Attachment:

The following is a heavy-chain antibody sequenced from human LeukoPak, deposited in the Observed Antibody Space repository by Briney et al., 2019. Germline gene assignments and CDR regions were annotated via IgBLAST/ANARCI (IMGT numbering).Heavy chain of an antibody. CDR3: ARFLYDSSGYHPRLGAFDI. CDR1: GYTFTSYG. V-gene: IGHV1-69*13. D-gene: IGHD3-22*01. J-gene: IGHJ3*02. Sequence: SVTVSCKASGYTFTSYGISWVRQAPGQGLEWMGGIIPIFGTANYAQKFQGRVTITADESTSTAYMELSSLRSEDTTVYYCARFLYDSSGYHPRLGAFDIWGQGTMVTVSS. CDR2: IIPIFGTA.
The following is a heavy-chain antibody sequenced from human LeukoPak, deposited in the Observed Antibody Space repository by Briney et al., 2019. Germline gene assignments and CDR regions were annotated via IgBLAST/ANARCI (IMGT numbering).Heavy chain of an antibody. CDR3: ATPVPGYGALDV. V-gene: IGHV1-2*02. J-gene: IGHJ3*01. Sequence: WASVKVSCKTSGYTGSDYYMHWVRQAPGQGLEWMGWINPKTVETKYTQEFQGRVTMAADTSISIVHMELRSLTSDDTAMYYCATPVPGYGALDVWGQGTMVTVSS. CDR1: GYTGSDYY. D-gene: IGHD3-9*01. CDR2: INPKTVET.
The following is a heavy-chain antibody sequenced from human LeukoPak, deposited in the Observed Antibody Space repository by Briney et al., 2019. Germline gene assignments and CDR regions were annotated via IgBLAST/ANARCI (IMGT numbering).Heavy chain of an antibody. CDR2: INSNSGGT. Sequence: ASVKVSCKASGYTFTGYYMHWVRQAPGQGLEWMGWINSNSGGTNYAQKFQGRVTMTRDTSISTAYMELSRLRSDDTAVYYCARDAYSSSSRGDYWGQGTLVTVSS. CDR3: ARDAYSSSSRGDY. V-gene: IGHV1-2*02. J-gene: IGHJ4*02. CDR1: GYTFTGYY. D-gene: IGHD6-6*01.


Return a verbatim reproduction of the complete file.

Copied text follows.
The following is a heavy-chain antibody sequenced from human LeukoPak, deposited in the Observed Antibody Space repository by Briney et al., 2019. Germline gene assignments and CDR regions were annotated via IgBLAST/ANARCI (IMGT numbering).Heavy chain of an antibody. CDR3: ARFLYDSSGYHPRLGAFDI. CDR1: GYTFTSYG. V-gene: IGHV1-69*13. D-gene: IGHD3-22*01. J-gene: IGHJ3*02. Sequence: SVTVSCKASGYTFTSYGISWVRQAPGQGLEWMGGIIPIFGTANYAQKFQGRVTITADESTSTAYMELSSLRSEDTTVYYCARFLYDSSGYHPRLGAFDIWGQGTMVTVSS. CDR2: IIPIFGTA.
The following is a heavy-chain antibody sequenced from human LeukoPak, deposited in the Observed Antibody Space repository by Briney et al., 2019. Germline gene assignments and CDR regions were annotated via IgBLAST/ANARCI (IMGT numbering).Heavy chain of an antibody. CDR3: ATPVPGYGALDV. V-gene: IGHV1-2*02. J-gene: IGHJ3*01. Sequence: WASVKVSCKTSGYTGSDYYMHWVRQAPGQGLEWMGWINPKTVETKYTQEFQGRVTMAADTSISIVHMELRSLTSDDTAMYYCATPVPGYGALDVWGQGTMVTVSS. CDR1: GYTGSDYY. D-gene: IGHD3-9*01. CDR2: INPKTVET.
The following is a heavy-chain antibody sequenced from human LeukoPak, deposited in the Observed Antibody Space repository by Briney et al., 2019. Germline gene assignments and CDR regions were annotated via IgBLAST/ANARCI (IMGT numbering).Heavy chain of an antibody. CDR2: INSNSGGT. Sequence: ASVKVSCKASGYTFTGYYMHWVRQAPGQGLEWMGWINSNSGGTNYAQKFQGRVTMTRDTSISTAYMELSRLRSDDTAVYYCARDAYSSSSRGDYWGQGTLVTVSS. CDR3: ARDAYSSSSRGDY. V-gene: IGHV1-2*02. J-gene: IGHJ4*02. CDR1: GYTFTGYY. D-gene: IGHD6-6*01.